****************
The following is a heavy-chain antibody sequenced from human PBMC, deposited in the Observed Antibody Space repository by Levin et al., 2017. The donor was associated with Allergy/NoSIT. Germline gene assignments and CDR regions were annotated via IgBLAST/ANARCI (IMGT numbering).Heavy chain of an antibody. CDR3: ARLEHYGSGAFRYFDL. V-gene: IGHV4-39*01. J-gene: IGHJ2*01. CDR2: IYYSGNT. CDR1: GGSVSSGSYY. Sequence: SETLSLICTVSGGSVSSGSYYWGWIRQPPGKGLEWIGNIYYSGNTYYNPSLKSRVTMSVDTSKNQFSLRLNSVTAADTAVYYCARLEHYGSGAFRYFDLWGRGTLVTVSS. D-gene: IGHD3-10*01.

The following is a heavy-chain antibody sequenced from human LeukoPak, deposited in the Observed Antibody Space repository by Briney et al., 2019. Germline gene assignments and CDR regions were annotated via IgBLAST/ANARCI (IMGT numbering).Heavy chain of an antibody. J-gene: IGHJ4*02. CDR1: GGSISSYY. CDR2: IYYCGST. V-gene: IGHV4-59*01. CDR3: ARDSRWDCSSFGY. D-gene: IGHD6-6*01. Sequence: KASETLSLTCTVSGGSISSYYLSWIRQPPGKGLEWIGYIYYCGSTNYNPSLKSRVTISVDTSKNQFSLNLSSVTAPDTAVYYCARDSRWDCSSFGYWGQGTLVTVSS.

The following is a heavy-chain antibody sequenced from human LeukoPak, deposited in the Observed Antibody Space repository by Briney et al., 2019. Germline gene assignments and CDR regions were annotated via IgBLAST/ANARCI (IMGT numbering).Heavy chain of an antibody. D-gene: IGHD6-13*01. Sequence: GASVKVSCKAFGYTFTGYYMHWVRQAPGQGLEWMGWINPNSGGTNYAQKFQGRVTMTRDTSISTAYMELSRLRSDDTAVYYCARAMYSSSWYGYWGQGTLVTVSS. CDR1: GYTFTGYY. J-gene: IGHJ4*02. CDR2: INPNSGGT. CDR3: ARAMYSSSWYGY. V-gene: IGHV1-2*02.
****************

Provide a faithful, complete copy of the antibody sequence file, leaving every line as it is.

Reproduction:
The following is a heavy-chain antibody sequenced from human PBMC, deposited in the Observed Antibody Space repository by Levin et al., 2017. The donor was associated with Allergy/NoSIT. Germline gene assignments and CDR regions were annotated via IgBLAST/ANARCI (IMGT numbering).Heavy chain of an antibody. CDR3: ARLEHYGSGAFRYFDL. V-gene: IGHV4-39*01. J-gene: IGHJ2*01. CDR2: IYYSGNT. CDR1: GGSVSSGSYY. Sequence: SETLSLICTVSGGSVSSGSYYWGWIRQPPGKGLEWIGNIYYSGNTYYNPSLKSRVTMSVDTSKNQFSLRLNSVTAADTAVYYCARLEHYGSGAFRYFDLWGRGTLVTVSS. D-gene: IGHD3-10*01.

The following is a heavy-chain antibody sequenced from human LeukoPak, deposited in the Observed Antibody Space repository by Briney et al., 2019. Germline gene assignments and CDR regions were annotated via IgBLAST/ANARCI (IMGT numbering).Heavy chain of an antibody. J-gene: IGHJ4*02. CDR1: GGSISSYY. CDR2: IYYCGST. V-gene: IGHV4-59*01. CDR3: ARDSRWDCSSFGY. D-gene: IGHD6-6*01. Sequence: KASETLSLTCTVSGGSISSYYLSWIRQPPGKGLEWIGYIYYCGSTNYNPSLKSRVTISVDTSKNQFSLNLSSVTAPDTAVYYCARDSRWDCSSFGYWGQGTLVTVSS.

The following is a heavy-chain antibody sequenced from human LeukoPak, deposited in the Observed Antibody Space repository by Briney et al., 2019. Germline gene assignments and CDR regions were annotated via IgBLAST/ANARCI (IMGT numbering).Heavy chain of an antibody. D-gene: IGHD6-13*01. Sequence: GASVKVSCKAFGYTFTGYYMHWVRQAPGQGLEWMGWINPNSGGTNYAQKFQGRVTMTRDTSISTAYMELSRLRSDDTAVYYCARAMYSSSWYGYWGQGTLVTVSS. CDR1: GYTFTGYY. J-gene: IGHJ4*02. CDR2: INPNSGGT. CDR3: ARAMYSSSWYGY. V-gene: IGHV1-2*02.